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Ring-Opening Metathesis Polymerization as a Robust Platform to Bottlebrush Polymer Networks



Joel M. Sarapas, Edwin P. Chan, Emma M. Rettner, Kathryn L. Beers


To fully explore bottlebrush polymer networks as model entanglement-free materials, a robust and versatile synthetic platform is required. Ring-opening metathesis polymerization is a highly controlled, rapid, and functional group tolerant polymerization technique that has been used extensively for bottlebrush polymer generation, but to this point has not been used to synthesize bottlebrush polymer networks. Here, we polymerized a mono- and di-norbornene poly(n- butyl acrylate) macromonomer and crosslinker with Grubbs 3rd generation catalyst to achieve bottlebrush networks, and in turn demonstrate control over network properties as the ratio of macromonomer and crosslinker was varied. Macromonomer to crosslinker ratios ([MM]/[XL]) of 10 to 100 were investigated, of which all derivative networks yielded gel fractions over 90 %. Contact adhesion testing was used to quantify dry-state shear modulus G, which ranged from 1 kPa to 10 kPa, reinforcing that bottlebrush polymer networks, largely free of entanglements, can achieve low moduli in the dry state compared to other polymer network materials. A scaling relationship was found such that G ~ ([MM]/[XL])-0.81, indicating that macromonomer to crosslinker ratio is a good estimator of crosslinker density. Swelling ratio in toluene, Q, was compared to dry-state modulus to assess the universal scaling relationship for linear networks G ~ Q-1.75, and a measured exponent of -1.71 indicated good agreement. The synthetic platform outlined here represents a highly flexible route to a myriad of different bottlebrush networks, and will increase the accessibility of materials critical to applications ranging from fundamental to biomedical.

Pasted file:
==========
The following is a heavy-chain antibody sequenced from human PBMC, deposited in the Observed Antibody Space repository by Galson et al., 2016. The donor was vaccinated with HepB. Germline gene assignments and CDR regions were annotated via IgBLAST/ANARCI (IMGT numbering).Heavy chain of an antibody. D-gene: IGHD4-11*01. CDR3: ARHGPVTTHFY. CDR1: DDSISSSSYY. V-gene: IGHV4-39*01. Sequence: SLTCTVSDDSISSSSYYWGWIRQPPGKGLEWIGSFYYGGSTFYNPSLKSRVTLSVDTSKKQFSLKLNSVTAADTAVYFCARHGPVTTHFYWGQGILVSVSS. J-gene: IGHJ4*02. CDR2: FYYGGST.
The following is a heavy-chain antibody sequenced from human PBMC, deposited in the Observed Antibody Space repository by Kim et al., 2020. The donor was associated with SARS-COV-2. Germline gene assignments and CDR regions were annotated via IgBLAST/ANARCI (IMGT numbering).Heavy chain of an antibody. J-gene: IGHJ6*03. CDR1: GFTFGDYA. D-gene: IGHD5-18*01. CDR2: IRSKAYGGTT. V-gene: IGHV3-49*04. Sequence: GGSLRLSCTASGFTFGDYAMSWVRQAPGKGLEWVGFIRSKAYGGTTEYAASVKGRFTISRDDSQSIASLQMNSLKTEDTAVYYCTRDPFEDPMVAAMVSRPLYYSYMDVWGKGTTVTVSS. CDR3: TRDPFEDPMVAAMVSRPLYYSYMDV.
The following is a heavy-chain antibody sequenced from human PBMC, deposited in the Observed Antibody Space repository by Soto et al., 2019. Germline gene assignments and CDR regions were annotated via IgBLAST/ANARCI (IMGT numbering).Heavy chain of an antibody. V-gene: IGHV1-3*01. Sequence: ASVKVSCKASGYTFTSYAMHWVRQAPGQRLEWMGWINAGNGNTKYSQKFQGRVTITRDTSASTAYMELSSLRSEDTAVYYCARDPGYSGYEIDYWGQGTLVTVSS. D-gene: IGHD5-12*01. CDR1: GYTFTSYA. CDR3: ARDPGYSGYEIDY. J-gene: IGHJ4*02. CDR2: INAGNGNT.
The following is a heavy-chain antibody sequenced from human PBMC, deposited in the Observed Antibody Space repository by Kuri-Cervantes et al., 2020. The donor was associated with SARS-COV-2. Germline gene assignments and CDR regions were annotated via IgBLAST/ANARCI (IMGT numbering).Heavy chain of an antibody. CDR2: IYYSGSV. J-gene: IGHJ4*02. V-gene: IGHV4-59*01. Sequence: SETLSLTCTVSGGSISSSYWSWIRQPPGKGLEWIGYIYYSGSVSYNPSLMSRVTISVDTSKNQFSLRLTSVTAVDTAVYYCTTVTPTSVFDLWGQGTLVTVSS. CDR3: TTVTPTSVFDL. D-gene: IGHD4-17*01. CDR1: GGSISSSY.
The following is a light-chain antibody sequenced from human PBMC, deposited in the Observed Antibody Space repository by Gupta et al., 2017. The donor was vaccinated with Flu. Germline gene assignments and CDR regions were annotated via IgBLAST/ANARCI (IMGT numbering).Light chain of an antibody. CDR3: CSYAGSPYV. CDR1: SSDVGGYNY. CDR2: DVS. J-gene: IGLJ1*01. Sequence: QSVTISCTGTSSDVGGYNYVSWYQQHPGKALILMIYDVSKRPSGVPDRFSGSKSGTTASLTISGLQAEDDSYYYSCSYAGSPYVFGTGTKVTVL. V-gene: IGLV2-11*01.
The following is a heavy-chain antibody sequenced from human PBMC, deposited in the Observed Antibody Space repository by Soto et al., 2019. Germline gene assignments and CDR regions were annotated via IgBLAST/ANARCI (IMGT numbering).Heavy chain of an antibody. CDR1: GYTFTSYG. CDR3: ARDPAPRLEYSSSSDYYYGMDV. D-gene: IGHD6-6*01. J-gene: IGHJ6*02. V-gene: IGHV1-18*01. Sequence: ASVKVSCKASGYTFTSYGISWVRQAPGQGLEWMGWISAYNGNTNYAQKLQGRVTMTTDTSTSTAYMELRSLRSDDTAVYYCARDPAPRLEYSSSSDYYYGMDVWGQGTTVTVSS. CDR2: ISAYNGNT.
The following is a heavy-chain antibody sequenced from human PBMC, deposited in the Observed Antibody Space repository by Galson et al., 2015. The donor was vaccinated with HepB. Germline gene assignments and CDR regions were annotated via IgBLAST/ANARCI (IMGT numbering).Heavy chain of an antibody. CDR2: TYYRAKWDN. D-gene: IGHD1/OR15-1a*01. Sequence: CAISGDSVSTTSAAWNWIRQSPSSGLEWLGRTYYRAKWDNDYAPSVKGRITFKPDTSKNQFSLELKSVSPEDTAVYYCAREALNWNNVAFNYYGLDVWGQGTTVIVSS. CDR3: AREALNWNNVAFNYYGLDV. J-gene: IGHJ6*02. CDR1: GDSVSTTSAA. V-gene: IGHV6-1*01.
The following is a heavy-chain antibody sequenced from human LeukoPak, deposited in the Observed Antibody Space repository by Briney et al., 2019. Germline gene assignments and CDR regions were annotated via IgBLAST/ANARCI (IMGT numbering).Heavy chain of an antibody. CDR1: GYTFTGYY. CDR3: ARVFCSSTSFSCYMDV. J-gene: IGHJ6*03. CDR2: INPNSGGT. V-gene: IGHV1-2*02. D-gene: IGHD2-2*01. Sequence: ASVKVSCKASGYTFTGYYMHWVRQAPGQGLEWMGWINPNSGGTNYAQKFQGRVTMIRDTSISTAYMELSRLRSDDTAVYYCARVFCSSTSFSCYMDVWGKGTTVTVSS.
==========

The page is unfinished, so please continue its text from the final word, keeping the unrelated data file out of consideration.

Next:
ACS Nano


Sarapas, J. , Chan, E. , Rettner, E. and Beers, K. (2018), Ring-Opening Metathesis Polymerization as a Robust Platform to Bottlebrush Polymer Networks, ACS Nano, [online], (Accessed May 18, 2024)


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Created March 14, 2018, Updated April 21, 2020